So it is really time for people to acknowledge that "eternal conscious torment" is at most a certain interpretation, and definitely not an obvious and clear teaching from the Scriptures. Also, as I mentioned before, it serves no purpose, nor is it just. Both would be an affront to God who IS just, and doesn't do things without purpose.
Kidding aside the purpose to me was a warning as a Loving God warns and warns. I agree nothing is added that I can see by insisting on eternal conscious torment even though thats what "I" see in the scripture that told us about this 2nd death. People can read REV and judge for themselves and anyway you look at it those lost do "perish" and are cut off from the presence of God forever. (eternal destruction)
Mine is a logic sequence.
The greatest One would be the One who could do more and better than anyone else. Otherwise He wouldn't be the One.
Satan/Sin/Evil corrupted all people. That's pretty impressive!
The only way One could be greater than Satan/Sin/Evil would be for the One to dramatically and thoroughly reverse the curse.
Thus, the Cross.
I will admit to convalusion, but Romans 8:12-21 seems to me to draw this same sequence ending with, "Consequently, just as the result of one trespass was condemnation for ALL men, so also the result of one act of righteousness was justification that brings life for ALL men."
If my logic sequence is correct, the real issue is faith, not salvation. "And without faith it is impossible to please God!!!" (Hebrewss 11:6)
More to say about this, but on my way to a zone pastor's gathering.
Last edited by Wes Smith; August 3rd, 2011 at 12:38 AM.
without mistranslating.But you may be right when you said that hell is not described as a place in the Bible. We know that Paul never speak of Hell and if Gehenna (city dump) could the Translator be putting words in Jesus Mouth? Just wondering!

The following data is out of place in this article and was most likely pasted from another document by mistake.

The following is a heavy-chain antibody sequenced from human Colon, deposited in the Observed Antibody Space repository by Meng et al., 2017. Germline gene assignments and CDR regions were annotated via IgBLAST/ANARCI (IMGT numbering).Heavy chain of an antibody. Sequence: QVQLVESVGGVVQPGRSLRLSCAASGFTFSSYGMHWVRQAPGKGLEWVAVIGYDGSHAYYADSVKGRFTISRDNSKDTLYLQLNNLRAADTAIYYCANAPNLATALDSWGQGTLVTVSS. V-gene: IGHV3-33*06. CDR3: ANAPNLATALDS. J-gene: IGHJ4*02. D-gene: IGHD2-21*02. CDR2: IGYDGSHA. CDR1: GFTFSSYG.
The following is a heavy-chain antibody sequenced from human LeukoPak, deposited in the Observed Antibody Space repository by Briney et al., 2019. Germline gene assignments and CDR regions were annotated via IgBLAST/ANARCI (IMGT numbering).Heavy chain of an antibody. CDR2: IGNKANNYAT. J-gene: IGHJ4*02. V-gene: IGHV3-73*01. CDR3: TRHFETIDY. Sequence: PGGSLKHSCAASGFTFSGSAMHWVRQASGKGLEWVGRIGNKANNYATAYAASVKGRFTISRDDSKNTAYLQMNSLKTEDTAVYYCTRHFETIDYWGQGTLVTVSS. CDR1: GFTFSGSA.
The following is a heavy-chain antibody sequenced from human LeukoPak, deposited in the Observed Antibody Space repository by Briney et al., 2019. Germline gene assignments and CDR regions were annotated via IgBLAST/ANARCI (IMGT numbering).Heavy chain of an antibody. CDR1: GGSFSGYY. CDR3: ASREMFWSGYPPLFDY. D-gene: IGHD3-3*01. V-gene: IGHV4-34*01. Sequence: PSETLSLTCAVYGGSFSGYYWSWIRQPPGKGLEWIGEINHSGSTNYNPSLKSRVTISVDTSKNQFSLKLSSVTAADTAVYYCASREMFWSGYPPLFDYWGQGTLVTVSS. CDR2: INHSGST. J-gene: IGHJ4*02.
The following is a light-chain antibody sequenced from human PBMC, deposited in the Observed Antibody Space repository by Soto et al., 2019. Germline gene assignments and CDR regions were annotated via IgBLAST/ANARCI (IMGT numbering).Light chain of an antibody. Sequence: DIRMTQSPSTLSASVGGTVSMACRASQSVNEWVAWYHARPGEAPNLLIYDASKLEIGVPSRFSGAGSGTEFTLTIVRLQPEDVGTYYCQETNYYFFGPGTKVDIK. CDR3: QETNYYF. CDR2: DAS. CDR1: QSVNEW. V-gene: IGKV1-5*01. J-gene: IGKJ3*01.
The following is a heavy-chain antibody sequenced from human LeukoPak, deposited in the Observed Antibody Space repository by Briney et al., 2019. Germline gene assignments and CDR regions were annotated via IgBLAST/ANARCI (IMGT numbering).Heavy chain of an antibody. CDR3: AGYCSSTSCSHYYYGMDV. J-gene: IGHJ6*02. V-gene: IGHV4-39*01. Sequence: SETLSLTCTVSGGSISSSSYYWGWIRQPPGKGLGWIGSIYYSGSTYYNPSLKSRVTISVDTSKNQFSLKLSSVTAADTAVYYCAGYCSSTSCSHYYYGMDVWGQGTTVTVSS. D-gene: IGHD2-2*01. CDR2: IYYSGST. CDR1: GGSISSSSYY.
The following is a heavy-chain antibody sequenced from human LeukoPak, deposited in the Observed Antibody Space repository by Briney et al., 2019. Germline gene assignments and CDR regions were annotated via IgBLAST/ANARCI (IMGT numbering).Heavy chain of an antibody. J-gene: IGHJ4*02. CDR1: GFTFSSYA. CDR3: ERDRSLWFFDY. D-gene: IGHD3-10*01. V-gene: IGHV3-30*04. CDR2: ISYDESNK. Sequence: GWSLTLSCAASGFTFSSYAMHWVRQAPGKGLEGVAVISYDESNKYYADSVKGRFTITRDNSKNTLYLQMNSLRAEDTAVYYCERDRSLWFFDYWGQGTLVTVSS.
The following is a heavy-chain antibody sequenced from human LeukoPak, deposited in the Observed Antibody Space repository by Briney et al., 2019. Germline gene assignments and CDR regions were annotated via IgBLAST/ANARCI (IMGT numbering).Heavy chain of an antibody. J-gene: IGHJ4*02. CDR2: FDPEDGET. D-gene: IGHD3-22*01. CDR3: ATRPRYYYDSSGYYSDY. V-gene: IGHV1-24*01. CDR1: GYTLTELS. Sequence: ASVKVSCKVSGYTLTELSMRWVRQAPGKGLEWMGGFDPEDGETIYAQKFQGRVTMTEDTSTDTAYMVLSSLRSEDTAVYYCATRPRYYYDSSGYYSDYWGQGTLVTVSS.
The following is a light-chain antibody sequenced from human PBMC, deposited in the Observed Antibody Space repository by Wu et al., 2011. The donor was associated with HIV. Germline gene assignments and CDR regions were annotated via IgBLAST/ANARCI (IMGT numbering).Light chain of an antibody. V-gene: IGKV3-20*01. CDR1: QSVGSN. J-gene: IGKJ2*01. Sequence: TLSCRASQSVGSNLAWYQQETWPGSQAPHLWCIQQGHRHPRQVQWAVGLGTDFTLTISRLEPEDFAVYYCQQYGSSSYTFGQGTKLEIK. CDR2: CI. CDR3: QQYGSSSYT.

Yet it still seems that hell as a place of eternal punishment is a stretch. Whether Gehenna is a garbage dump or the place of pagan sacrifice, a meaning seems to emerge. It is a place where the unclean are sentenced. And whether they rot in a dump, or burned in fires to pagan gods, there is no sense of everlasting punishment there. It is a place where God is not, and human existence seems finite.
I recently read a neat article by Brian McLaren on Piper, and his writing off the Japan Tsumani as the will of God in ways we will never know, that we should pray for Him to use to bring salvation to those heathen peoples. Especially since none of the Christians there are from his denomination.
McLaren's point was that folks from Piper's school of theology have to have theodicy level answers for everything. God's soveriegn will has to be beyond each and every thing, and they have to have answers for it.
Naturally, this would include both heaven and hell.
Now, for myself...it's a little odd to try to hold that kind of perspective in my head. I'm fine with not knowing things. I have theories, things which seem more thematically coherent, but they aren't answers, because there's no way to know until I'm dead. I don't need to have the answers. There's more than enough trouble today, here and now. Ironically, that's precisely what Jesus told me to worry about, if I was going to worry...what is happening here and now.